This article was published in ExtremeTech. The full text version can be found here.
By Graham Templeton
Electroplating has been around for quite some time, a well tested method of getting one metal onto another. Chrome plated engine exhausts, gold-plated jewelry, and rust-resistant industrial parts all rely on the process of using electricity to direct free-floating metal ions to attach to a larger source of metal. A new process from a startup called Modumetal has a fresh spin on this old classic however, laying down the coating metal in just such a way as to dramatically increase the strength of the final product.
The advance comes down the fact that, by slightly varying the properties of the electric field that directs the metal ions onto their target, Modumetal can control their exact pattern of attachment. More to the point, by varying that electric field over time they can create a layered coating, each layer designed to offset the weaknesses of the ones on either side of it. By depositing their coating layers in precise patterns, this technique can make it almost impossible for any single crack to work its way all the way through the coating, and greatly improve the metal’s physical properties.
This galvanized steel may be rust resistant, but it’s not a whole lot stronger.
This is called “nano-lamination” and technically applies to a proprietary alloy, but reports state that the technique can be applied to a variety of possible substrate metals. If nothing else, Modumetal sees their technique as a way to offset rust in long-term metal infrastructure, such as girders in subway stations. It’s not as though we lack avenues to rust-proof those materials now, of course, but if it adds enough life-time to infrastructure it could become a cost-effective solution for generalized super-weather-proofing.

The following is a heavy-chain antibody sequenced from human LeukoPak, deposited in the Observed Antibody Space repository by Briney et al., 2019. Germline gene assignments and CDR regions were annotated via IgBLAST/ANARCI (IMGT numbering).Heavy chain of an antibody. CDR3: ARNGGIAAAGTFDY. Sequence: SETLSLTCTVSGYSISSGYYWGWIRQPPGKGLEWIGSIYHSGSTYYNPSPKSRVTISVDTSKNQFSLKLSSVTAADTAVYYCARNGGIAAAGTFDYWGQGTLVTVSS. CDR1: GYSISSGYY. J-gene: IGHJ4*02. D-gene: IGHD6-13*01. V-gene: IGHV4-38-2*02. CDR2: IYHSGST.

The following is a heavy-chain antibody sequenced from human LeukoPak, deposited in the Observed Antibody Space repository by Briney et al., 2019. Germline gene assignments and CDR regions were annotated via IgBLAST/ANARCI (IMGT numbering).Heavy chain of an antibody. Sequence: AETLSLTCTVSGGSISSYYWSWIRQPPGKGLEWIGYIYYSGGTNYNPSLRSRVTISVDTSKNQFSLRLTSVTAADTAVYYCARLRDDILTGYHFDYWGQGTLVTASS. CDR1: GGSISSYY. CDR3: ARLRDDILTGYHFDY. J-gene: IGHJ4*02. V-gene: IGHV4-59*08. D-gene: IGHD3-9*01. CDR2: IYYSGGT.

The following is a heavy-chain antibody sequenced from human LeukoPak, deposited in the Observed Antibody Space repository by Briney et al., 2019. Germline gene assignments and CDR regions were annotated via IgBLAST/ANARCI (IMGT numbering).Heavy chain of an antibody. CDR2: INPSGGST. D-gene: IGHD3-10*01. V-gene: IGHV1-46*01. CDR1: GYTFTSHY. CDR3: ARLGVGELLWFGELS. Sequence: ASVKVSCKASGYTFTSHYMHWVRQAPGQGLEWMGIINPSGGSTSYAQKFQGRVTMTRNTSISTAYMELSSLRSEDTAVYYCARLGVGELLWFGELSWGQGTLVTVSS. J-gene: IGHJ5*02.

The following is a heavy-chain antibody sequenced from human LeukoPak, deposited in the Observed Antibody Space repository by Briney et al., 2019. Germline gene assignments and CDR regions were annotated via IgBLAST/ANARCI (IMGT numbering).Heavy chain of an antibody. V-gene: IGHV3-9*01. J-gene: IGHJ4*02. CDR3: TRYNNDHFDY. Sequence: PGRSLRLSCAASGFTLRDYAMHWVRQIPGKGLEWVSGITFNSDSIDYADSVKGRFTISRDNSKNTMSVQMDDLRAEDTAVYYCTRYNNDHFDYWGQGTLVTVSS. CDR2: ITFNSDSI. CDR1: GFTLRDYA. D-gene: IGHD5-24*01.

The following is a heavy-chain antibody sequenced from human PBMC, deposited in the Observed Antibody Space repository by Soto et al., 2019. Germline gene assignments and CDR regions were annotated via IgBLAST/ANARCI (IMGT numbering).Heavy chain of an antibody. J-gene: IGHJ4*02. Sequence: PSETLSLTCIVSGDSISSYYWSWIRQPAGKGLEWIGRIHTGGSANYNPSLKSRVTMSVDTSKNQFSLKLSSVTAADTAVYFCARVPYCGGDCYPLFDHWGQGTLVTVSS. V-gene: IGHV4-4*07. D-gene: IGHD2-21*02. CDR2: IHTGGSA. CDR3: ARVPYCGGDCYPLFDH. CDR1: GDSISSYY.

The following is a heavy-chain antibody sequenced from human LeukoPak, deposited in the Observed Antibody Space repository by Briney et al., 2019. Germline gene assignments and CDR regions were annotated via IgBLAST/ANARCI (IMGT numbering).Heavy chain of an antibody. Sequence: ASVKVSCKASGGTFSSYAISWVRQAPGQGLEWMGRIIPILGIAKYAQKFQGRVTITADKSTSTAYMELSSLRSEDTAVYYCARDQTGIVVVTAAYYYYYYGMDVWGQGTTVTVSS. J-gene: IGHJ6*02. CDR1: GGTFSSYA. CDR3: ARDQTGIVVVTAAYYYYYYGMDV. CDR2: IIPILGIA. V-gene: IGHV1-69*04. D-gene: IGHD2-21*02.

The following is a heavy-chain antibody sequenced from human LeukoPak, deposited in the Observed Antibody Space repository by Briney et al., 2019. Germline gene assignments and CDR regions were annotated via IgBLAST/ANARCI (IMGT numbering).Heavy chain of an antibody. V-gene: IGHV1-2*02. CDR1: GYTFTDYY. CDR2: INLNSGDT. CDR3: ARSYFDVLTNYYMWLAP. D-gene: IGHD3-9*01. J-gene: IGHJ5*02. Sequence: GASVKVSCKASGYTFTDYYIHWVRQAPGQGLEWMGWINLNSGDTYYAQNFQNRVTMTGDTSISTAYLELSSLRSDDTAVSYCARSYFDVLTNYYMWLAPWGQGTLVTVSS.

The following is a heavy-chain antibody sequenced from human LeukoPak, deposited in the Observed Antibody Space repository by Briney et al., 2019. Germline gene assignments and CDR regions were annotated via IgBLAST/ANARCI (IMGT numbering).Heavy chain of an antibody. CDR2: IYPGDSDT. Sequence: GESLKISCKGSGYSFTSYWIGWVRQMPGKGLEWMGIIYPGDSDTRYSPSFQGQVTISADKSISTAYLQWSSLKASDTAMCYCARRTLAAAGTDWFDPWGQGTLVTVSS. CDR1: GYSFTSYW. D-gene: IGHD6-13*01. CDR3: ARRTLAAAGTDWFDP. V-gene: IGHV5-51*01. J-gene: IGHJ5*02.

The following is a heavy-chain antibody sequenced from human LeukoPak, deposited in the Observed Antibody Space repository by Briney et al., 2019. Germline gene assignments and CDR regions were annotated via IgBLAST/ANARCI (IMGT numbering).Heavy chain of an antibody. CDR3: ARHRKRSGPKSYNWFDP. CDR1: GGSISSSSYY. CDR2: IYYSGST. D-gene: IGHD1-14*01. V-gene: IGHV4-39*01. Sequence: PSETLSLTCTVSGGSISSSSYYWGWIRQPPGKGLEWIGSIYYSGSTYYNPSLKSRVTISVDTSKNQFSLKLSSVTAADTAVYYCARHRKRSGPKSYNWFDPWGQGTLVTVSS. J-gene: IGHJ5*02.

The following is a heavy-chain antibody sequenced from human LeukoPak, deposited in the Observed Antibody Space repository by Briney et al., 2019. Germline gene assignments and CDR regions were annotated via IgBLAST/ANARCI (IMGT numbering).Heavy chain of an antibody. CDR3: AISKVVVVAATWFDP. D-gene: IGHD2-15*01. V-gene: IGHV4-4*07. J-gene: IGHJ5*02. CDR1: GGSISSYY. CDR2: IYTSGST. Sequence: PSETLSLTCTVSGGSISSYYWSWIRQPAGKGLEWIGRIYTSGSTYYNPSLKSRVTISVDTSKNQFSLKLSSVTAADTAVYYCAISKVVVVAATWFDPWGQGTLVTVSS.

But the coatings do confer protection against stronger chemical pressures than oxygen. Equipment used on oil rigs has to be able to shrug off very corrosive chemicals, often for years at a time, and again the layered structure of these metal coatings could dramatically slow the rate of equipment decay. They hope this will make unconventional sources of oil more desirable, as they won’t be breaking drills in highly acidic boreholes quite so often. This could have little more effect than change corporate balance sheets, but it could also change the incentive structure for the placement of new oil wells, potentially prompting oil companies to invest more heavily in drilling within first-world borders.
Unlike many advances in materials today, though, this just augments existing metals and building materials, rather than introducing a new one with truly superior qualities. As a result, applications are limited by the fact that they must build up the exterior of their targeted objects by as much as a centimeter. This means it won’t allow much miniaturization of parts, and likely won’t find its way into many parts of highly compact assemblies, like car engines.
Further, Modumetal claims that their technique is cost-comparable with other metal treatment techniques, such as galvanization. Galvanization, which is basically the addition of a zinc coating to the exterior of a metal, is often as simple as dipping the non-coated piece of metal in a bath of molten zinc — keeping it cost-comparable with that, especially for large-scale pieces, is quite a lofty goal to set. Modumetal says it wants to spark a “nanotech revolution,” and beating a major industrial process in both performance and price would definitely quiet the skeptics.